Rain, with thylacines …

The data tells the story … we’ve had good rain in the Huon in the first week of October, but the Weather Bureau rainfall anomaly map for September (top image) shows below-average rainfall in the south-west and west of Tasmania.

Lake Gordon is still half empty (bottom image).

It wasn’t long ago when Lake Gordon hit a record low of 46m below full capacity.

That was in March 2016, during a drought, and when the Bass Strait cable also broke, creating extra hydro-power demand.

The lake was so low the government worried that silt might damage the turbines.

On a lighter note, watch the impressive video below and try to tell me thylacines are not still here.

Miles and miles of rugged country where no one sets foot.

The bounty-hunting tiger trappers who plied the state from the 1830s didn’t hit the remote south-west much because it was hard country and not as productive.

However, it was well-noted that thylacines lived in rugged country right across the state.

The south-west was known to have fewer animals of all kinds than the fertile north, but thylacines were recorded there.

They were recorded in the Huon, including the “Monster of Mountain River”, an animal that scared some locals in 1949 before (apparently) disappearing back into the wilderness.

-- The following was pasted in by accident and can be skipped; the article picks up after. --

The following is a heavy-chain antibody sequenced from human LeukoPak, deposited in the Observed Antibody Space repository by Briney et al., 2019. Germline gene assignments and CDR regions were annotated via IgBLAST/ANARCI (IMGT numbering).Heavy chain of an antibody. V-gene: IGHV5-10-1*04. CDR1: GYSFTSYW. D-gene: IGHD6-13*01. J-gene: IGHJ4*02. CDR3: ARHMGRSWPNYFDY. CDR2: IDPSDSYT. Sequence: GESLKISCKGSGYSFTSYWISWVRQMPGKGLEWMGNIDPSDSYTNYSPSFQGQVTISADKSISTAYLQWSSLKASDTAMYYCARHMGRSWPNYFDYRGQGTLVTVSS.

Often-repeated claims that thylacines only lived on the plains are untrue, as historic reports make it clear they liked rugged areas away from people.

As a Tasmanian of 10 years, living on a farm that borders the south-west wilderness, the mystery for me is no longer whether they exist.

The mystery is why they have not grown in numbers and moved back to areas they were once known to inhabit, given that they are no longer culled by bounty hunters, and have presumably survived the mange disease that greatly lessened their numbers around 1910.

Are there too many domestic and feral dogs around now, scaring them off?

Or is it because the Tasmanian emus, which went extinct in the 1860s, are no longer a reliable food source to bring them out into more open country?

Thylacines were rarely seen even before the bounty days. They were always elusive.

The thing that changed somewhere along the way was that people stopped believing the eyewitness reports.

Thylacine sightings never stopped. It is unlikely all the witnesses are deluded or mistaken.

The great Tasmanian fox cull around 2012 was arguably the true delusion, but there were dollars to be made, so perhaps it wasn’t so crazy for those involved.

Yip yip!

Tasmania’s wild south-west as viewed from a light aircraft


Tasmanian Life